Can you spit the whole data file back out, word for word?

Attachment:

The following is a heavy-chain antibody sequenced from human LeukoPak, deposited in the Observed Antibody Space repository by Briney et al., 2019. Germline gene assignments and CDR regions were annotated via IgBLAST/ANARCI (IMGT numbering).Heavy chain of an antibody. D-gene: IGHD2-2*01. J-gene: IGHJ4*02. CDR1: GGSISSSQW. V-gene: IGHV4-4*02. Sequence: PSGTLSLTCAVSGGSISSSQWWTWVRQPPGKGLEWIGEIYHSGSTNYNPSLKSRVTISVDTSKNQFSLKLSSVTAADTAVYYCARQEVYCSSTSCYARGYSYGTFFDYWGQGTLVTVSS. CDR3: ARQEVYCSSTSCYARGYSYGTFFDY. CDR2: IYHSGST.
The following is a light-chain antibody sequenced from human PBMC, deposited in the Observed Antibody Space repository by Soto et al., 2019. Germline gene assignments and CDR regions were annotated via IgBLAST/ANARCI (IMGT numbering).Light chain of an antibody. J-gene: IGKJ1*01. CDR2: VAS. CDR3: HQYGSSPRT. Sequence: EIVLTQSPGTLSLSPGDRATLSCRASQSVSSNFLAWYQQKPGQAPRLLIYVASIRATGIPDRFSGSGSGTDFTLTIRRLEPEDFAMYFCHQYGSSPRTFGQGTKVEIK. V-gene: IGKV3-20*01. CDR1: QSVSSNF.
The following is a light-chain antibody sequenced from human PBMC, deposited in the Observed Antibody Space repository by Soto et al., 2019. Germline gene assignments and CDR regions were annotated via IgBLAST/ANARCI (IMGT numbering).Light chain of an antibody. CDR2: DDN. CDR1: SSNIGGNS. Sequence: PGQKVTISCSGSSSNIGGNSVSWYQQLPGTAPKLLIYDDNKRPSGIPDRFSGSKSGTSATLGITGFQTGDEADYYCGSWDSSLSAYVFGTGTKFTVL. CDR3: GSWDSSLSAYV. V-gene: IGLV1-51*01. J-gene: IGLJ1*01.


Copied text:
The following is a heavy-chain antibody sequenced from human LeukoPak, deposited in the Observed Antibody Space repository by Briney et al., 2019. Germline gene assignments and CDR regions were annotated via IgBLAST/ANARCI (IMGT numbering).Heavy chain of an antibody. D-gene: IGHD2-2*01. J-gene: IGHJ4*02. CDR1: GGSISSSQW. V-gene: IGHV4-4*02. Sequence: PSGTLSLTCAVSGGSISSSQWWTWVRQPPGKGLEWIGEIYHSGSTNYNPSLKSRVTISVDTSKNQFSLKLSSVTAADTAVYYCARQEVYCSSTSCYARGYSYGTFFDYWGQGTLVTVSS. CDR3: ARQEVYCSSTSCYARGYSYGTFFDY. CDR2: IYHSGST.
The following is a light-chain antibody sequenced from human PBMC, deposited in the Observed Antibody Space repository by Soto et al., 2019. Germline gene assignments and CDR regions were annotated via IgBLAST/ANARCI (IMGT numbering).Light chain of an antibody. J-gene: IGKJ1*01. CDR2: VAS. CDR3: HQYGSSPRT. Sequence: EIVLTQSPGTLSLSPGDRATLSCRASQSVSSNFLAWYQQKPGQAPRLLIYVASIRATGIPDRFSGSGSGTDFTLTIRRLEPEDFAMYFCHQYGSSPRTFGQGTKVEIK. V-gene: IGKV3-20*01. CDR1: QSVSSNF.
The following is a light-chain antibody sequenced from human PBMC, deposited in the Observed Antibody Space repository by Soto et al., 2019. Germline gene assignments and CDR regions were annotated via IgBLAST/ANARCI (IMGT numbering).Light chain of an antibody. CDR2: DDN. CDR1: SSNIGGNS. Sequence: PGQKVTISCSGSSSNIGGNSVSWYQQLPGTAPKLLIYDDNKRPSGIPDRFSGSKSGTSATLGITGFQTGDEADYYCGSWDSSLSAYVFGTGTKFTVL. CDR3: GSWDSSLSAYV. V-gene: IGLV1-51*01. J-gene: IGLJ1*01.